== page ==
Rescue teams set to save more miners
Updated: 2012-05-03 04:20
By Zhi Yun (China Daily)
Nature's way is still the best to boost nutrient intake, health experts say, reports Yang Wanli in Beijing.
Specially trained and equipped mine rescue teams, to be formed this year, will significantly reduce the number of fatalities, according to a leading emergency rescue expert.
The seven rescue teams, stationed across the country, are predicted to reduce mine fatalities by about 12.5 percent by 2015, Wang Jinzhong, deputy director of the emergency rescue headquarters at the State Administration of Work Safety, told China Daily.
Last year, 3,033 miners were killed in 2,072 accidents. The government has vowed to reduce the death toll to 2,700 within four years, he said.
The seven teams, located in the coalmining areas of Hebei, Shanxi, Heilongjiang, Shandong, Henan, Sichuan and Gansu provinces, have been selected and upgraded from existing teams and are being given state-of-the-art training and equipment, Wang said.
The State Council demanded the teams be set up following the 2010 Wang Jialing colliery flood in Shanxi that claimed the lives of 38 miners. The government since then has spent more than 800 million yuan ($127 million) on new equipment, Wang said.
The rescue teams are undergoing comprehensive training schedules conducted under military discipline, Wang said. Theoretical training for two hours every day is part of the schedule. Combat exercises take place every 10 days and a general exercise, simulating disaster conditions, is held every quarter.
"Each team member will be asked to perform certain duties in high temperatures surrounded by toxic gas while wearing a mask," Wang said.
"In the 2010 Yushu earthquake rescue in Qinghai province none of our rescuers had altitude sickness while many of the soldiers had a reaction to the conditions," Zhao Lanyou, team leader of the Kailuan rescue team in Hebei, said.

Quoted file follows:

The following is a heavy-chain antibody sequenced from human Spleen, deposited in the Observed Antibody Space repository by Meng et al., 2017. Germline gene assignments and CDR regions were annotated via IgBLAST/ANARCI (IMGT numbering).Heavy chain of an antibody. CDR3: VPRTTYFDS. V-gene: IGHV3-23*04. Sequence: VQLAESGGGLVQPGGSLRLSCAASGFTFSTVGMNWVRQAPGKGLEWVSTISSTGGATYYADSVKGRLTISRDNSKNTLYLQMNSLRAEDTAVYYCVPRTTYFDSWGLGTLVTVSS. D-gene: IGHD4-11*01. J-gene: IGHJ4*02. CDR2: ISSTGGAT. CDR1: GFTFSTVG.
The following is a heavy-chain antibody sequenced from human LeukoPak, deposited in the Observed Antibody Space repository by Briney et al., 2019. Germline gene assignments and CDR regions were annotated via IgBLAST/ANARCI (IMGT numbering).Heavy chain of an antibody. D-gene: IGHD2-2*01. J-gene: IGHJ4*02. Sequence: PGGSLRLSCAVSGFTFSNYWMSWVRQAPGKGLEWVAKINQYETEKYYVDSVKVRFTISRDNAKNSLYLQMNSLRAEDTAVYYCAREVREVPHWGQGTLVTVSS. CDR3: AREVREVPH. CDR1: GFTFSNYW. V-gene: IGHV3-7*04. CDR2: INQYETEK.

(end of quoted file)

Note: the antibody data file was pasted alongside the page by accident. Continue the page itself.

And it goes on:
The procedure for these rescue teams to go into operation has been established.
Following the confirmation of a major mine disaster, the local government will ask the emergency rescue headquarters of the work safety administration for support. The headquarters then dispatches a team within 40-90 seconds, Wang told China Daily.
Although formed primarily for mine rescue, the teams will also help in cases of natural disasters or major accidents.
The rescue teams already have had experience in dealing with mine disasters.
In the Yushu earthquake, the Sichuan team were the first to enter the area. And in the 2008 Wenchuan earthquake in Sichuan, 1,400 members of the seven teams rescued 1,100 people, Wang said.
Rescuers must be in peak physical condition, Wang said, and must have served at least two years in a mine.
Once selected to be a rescuer, an arduous year of physical and mental tests follows before the candidate is ready to serve.
The retirement age is normally 40 but this can be stretched to 45, Zhao said.
A number of developed countries such as the US, Germany and Australia, have mine rescue teams and the Chinese have studied methods used in these countries.
"Once the teams are officially launched, China will have equipment compatible with developed countries," Wang said.
China joined the International Mines Rescue Body in 2003, an informal grouping that holds annual contests.
The Henan rescue team won first prize in the mine rescue contest in 2006 and the Kailuan team won third prize in 2004.